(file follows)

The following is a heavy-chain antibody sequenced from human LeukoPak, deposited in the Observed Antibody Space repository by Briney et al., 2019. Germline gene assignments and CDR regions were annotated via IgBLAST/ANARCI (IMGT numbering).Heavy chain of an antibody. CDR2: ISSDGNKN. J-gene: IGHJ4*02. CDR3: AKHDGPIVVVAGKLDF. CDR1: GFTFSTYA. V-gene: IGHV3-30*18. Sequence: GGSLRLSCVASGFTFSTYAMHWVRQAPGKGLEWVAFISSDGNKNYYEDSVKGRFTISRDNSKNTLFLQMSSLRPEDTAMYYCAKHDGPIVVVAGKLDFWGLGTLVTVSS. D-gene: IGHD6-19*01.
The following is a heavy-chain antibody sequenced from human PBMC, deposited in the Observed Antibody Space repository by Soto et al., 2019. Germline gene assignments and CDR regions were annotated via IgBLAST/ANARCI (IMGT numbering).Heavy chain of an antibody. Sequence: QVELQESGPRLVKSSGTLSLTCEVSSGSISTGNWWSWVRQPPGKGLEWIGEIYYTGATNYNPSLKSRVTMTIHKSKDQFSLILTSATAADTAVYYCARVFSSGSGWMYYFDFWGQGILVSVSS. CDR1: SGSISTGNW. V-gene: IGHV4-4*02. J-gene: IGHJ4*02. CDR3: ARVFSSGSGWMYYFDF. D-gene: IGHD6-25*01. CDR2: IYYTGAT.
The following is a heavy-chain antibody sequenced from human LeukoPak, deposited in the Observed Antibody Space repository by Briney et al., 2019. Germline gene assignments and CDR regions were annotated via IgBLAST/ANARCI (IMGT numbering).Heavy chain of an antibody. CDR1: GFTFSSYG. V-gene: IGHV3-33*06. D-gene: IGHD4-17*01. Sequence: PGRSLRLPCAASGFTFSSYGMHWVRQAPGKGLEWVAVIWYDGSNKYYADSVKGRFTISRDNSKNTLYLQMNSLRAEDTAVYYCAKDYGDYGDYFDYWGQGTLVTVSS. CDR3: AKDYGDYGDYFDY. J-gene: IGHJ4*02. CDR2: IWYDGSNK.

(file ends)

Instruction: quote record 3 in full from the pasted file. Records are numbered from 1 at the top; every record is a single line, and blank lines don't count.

The following is a heavy-chain antibody sequenced from human LeukoPak, deposited in the Observed Antibody Space repository by Briney et al., 2019. Germline gene assignments and CDR regions were annotated via IgBLAST/ANARCI (IMGT numbering).Heavy chain of an antibody. CDR1: GFTFSSYG. V-gene: IGHV3-33*06. D-gene: IGHD4-17*01. Sequence: PGRSLRLPCAASGFTFSSYGMHWVRQAPGKGLEWVAVIWYDGSNKYYADSVKGRFTISRDNSKNTLYLQMNSLRAEDTAVYYCAKDYGDYGDYFDYWGQGTLVTVSS. CDR3: AKDYGDYGDYFDY. J-gene: IGHJ4*02. CDR2: IWYDGSNK.